While the nation’s attention is focused on the oil disaster in the Gulf, the Great Lakes region is experiencing its own spill, which could wreak havoc not only on the stream into which the oil has been spilled, but also the Kalamazoo River and possibly beyond into Lake Michigan.
On July 26 a leak from a 30-inch pipeline was discovered spewing oil into Talmadge Creek, a tributary of the Kalamazoo River. Over 800,000 gallons were estimated to have leaked. The pipeline owned by Enbridge Energy Partners transports 8 million gallons per day from Griffith, Indiana to Sarnia, Ontario. The cause of the leak has not been determined.
Governor Granholm has declared a state of disaster for the county and has called the company’s response to the spill “anemic.” “There needs to be a lot more done. There are not enough resources right now on the river to contain the spill to the level we’d like to see” commented the Governor.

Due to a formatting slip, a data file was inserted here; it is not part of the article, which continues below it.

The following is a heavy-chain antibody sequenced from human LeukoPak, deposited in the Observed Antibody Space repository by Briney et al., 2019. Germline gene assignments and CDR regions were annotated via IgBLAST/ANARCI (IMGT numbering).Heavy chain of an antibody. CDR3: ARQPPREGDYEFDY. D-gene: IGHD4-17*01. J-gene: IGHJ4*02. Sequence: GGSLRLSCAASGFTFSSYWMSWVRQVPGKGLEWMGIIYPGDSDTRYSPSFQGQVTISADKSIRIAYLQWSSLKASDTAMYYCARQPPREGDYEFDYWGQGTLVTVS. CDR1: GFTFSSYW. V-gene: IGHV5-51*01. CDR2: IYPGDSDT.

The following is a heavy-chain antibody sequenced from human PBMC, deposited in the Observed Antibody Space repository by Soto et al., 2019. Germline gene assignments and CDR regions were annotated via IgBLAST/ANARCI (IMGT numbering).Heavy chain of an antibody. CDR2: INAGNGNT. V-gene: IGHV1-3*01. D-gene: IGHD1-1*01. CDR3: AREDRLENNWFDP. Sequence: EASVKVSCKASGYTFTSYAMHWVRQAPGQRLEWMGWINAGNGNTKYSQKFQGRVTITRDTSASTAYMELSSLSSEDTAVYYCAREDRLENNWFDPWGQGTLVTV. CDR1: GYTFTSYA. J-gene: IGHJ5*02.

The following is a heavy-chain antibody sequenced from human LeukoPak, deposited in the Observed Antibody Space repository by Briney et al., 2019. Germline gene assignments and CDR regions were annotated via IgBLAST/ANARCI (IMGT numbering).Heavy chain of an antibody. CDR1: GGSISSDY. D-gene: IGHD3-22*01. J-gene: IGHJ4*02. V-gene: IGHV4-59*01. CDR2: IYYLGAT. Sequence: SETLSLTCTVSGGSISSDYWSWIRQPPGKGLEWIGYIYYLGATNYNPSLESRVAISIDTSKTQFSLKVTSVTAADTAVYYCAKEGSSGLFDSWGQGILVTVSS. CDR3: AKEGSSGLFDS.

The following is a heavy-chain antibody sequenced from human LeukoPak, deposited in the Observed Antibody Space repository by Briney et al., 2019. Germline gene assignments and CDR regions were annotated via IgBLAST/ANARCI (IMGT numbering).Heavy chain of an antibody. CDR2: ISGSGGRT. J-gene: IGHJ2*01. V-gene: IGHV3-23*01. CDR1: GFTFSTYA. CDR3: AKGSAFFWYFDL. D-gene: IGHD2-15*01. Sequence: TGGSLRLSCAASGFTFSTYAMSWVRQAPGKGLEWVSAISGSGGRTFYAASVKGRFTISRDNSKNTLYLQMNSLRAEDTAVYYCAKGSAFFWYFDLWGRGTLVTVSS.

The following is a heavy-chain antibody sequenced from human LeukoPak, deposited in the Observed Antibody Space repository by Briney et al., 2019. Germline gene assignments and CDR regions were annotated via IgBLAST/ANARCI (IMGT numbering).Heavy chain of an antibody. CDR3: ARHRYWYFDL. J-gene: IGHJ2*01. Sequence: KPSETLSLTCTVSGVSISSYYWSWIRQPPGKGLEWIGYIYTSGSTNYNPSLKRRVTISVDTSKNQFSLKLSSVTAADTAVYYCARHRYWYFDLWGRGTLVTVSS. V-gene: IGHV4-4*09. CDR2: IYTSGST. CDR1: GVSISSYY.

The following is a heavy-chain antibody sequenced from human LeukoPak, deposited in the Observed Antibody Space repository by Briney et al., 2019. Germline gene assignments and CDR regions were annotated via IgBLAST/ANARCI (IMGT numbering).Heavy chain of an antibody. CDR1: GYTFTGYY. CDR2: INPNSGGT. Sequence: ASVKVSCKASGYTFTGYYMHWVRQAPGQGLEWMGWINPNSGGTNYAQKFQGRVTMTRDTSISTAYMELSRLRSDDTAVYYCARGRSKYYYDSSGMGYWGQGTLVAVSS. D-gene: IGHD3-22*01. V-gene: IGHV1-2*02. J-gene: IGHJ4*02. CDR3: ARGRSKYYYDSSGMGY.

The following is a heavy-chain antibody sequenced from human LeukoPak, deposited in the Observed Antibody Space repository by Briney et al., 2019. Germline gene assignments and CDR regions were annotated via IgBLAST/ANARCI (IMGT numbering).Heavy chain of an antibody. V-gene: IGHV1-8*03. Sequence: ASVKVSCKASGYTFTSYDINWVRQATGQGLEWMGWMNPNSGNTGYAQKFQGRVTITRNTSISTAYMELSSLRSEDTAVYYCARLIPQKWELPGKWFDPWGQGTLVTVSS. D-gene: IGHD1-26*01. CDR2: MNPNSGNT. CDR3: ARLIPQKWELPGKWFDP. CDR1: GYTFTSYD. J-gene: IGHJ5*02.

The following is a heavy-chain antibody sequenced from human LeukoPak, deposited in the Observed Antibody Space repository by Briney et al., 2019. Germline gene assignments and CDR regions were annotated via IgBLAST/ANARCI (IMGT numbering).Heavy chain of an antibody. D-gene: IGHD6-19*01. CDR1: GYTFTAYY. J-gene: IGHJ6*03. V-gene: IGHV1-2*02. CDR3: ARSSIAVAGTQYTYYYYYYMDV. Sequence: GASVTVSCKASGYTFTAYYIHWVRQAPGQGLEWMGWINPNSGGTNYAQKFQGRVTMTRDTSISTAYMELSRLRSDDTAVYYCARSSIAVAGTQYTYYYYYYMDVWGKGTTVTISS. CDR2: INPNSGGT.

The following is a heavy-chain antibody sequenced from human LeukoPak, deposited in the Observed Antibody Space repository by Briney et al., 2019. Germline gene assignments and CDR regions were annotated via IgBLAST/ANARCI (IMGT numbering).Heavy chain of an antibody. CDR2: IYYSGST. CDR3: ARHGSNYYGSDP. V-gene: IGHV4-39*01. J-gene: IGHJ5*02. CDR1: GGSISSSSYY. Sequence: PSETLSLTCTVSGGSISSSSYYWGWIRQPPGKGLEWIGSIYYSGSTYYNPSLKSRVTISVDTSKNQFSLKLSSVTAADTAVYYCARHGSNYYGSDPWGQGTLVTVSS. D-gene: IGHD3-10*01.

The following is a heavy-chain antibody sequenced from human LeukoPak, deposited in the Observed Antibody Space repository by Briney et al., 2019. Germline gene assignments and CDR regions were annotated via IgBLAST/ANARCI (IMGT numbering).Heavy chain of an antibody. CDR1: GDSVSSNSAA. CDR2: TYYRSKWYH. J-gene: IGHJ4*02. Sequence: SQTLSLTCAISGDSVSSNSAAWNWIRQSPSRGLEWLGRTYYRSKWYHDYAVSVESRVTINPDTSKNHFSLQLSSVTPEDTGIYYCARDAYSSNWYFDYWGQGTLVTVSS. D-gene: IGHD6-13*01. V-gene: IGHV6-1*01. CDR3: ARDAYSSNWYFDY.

This is a major reminder that we can’t let our guard down in the protection of our amazing water resources in the Great Lakes region. Not only the oil wells themselves, but the pipelines through which the oil travels must be managed as the potential hazards that they represent.
Environmental groups have worked so hard to bring the Great Lakes Restoration Initiative Funds to restore our waters in the Great Lakes region, and incidents such as this can reverse that process very quickly. Management of hazardous chemicals such as oil must be done with extreme care in order to preserve our waters, our economies and our way of life.
While current laws prevent the further exploration of oil in the Great Lakes, we have to ensure that those laws remain strong and that new attempts to explore for other fossil fuels such as natural gas are regulated sufficiently to protect our human health and environmental resources.